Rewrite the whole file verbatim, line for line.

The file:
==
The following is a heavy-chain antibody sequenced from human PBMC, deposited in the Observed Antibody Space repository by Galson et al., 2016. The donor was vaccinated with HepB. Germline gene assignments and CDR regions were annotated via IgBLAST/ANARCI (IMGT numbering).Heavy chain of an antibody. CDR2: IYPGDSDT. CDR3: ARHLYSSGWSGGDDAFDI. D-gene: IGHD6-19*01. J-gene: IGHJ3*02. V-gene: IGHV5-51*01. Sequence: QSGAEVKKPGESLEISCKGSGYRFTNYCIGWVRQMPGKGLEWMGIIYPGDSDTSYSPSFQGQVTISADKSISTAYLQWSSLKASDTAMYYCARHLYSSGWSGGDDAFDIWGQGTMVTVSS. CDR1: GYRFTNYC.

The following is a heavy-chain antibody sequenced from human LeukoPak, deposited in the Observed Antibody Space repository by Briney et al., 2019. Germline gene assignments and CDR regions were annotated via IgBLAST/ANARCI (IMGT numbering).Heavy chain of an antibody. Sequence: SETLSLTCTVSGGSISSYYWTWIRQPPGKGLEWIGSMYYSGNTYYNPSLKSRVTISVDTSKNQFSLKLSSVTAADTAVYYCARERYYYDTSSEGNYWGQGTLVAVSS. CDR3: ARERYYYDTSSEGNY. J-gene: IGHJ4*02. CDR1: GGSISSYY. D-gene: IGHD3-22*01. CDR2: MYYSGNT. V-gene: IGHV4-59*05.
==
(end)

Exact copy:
The following is a heavy-chain antibody sequenced from human PBMC, deposited in the Observed Antibody Space repository by Galson et al., 2016. The donor was vaccinated with HepB. Germline gene assignments and CDR regions were annotated via IgBLAST/ANARCI (IMGT numbering).Heavy chain of an antibody. CDR2: IYPGDSDT. CDR3: ARHLYSSGWSGGDDAFDI. D-gene: IGHD6-19*01. J-gene: IGHJ3*02. V-gene: IGHV5-51*01. Sequence: QSGAEVKKPGESLEISCKGSGYRFTNYCIGWVRQMPGKGLEWMGIIYPGDSDTSYSPSFQGQVTISADKSISTAYLQWSSLKASDTAMYYCARHLYSSGWSGGDDAFDIWGQGTMVTVSS. CDR1: GYRFTNYC.

The following is a heavy-chain antibody sequenced from human LeukoPak, deposited in the Observed Antibody Space repository by Briney et al., 2019. Germline gene assignments and CDR regions were annotated via IgBLAST/ANARCI (IMGT numbering).Heavy chain of an antibody. Sequence: SETLSLTCTVSGGSISSYYWTWIRQPPGKGLEWIGSMYYSGNTYYNPSLKSRVTISVDTSKNQFSLKLSSVTAADTAVYYCARERYYYDTSSEGNYWGQGTLVAVSS. CDR3: ARERYYYDTSSEGNY. J-gene: IGHJ4*02. CDR1: GGSISSYY. D-gene: IGHD3-22*01. CDR2: MYYSGNT. V-gene: IGHV4-59*05.